They're by no means the first Tory donors to be knighted.
Theresa May has granted honours to three major Tory Party donors in her resignation honours list.
The former Prime Minister has knighted Ehud Sheleg and made Lords of Rami Ranger and Zameer Chowdery.
Between them, the three have given over £5m to the Conservative Party. They are the latest in a long line of Tory donors to be made a knight or Lord.
Ranger’s company Sun Mark has given over £1.3m to the party over the last ten years.
Ranger, who supported May’s leadership bid, was criticised for attending the infamous President’s Club all-male dinner where waitresses were sexually harassed. Ranger says he wasn’t aware of harassment and has learned not to attend all-male dinners.
Ehud Sheleg, an Israeli art dealer and the party’s co-treasurer, has given nearly £3m to the Tories.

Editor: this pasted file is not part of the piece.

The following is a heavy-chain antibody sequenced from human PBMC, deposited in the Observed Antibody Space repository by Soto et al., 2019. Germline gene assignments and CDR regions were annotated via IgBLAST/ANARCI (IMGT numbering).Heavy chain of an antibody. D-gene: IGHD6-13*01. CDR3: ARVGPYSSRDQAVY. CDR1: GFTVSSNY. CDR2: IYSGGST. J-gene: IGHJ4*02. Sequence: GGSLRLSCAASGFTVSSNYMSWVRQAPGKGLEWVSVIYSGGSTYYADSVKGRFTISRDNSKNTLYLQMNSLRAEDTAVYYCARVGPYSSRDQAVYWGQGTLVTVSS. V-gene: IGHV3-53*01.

Sheleg’s brother and business partner Ran Sheleg was involved in a controversial online investment industry. Both deny any wrongdoing.
Chowdery’s Bestway firm has given over £950,000 to the Conservative Party. In the noughties, he also donated £20,000 to Labour and £6,000 to the Liberal Democrats.
These three are by no means the first Tory donors to be honoured. In 2017, a man called Theodore Agnew was made a Lord after giving the party £150,000.
Others Tory donors made Lords or knights include Stanley Fink, Michael Hintze, Mick Davis and John Henry James Lewis.
As well as giving millions to the Tory Party, Lord Fink is famous for responding to tax avoidance accusations from Ed Milliband by saying: “Everyone does tax avoidance”.
Anti-corruption campaigners at Transparency International have criticised the awarding of honours to donors. In a statement to BuzzFeed, they said:
“Questions have always hung over the curiously strong relationship between big political donations and the awarding of peerages, so whenever a major party donor is nominated to the Lords it’s going to raise eyebrows.”
“Those given the honour of serving in Parliament must be there based solely on merit — not the depth of their pockets. To remove the perception or reality of foul play, the corrupting influence of big money should be taken out of UK politics, including a cap on how much any individual or donor can give in any year.”
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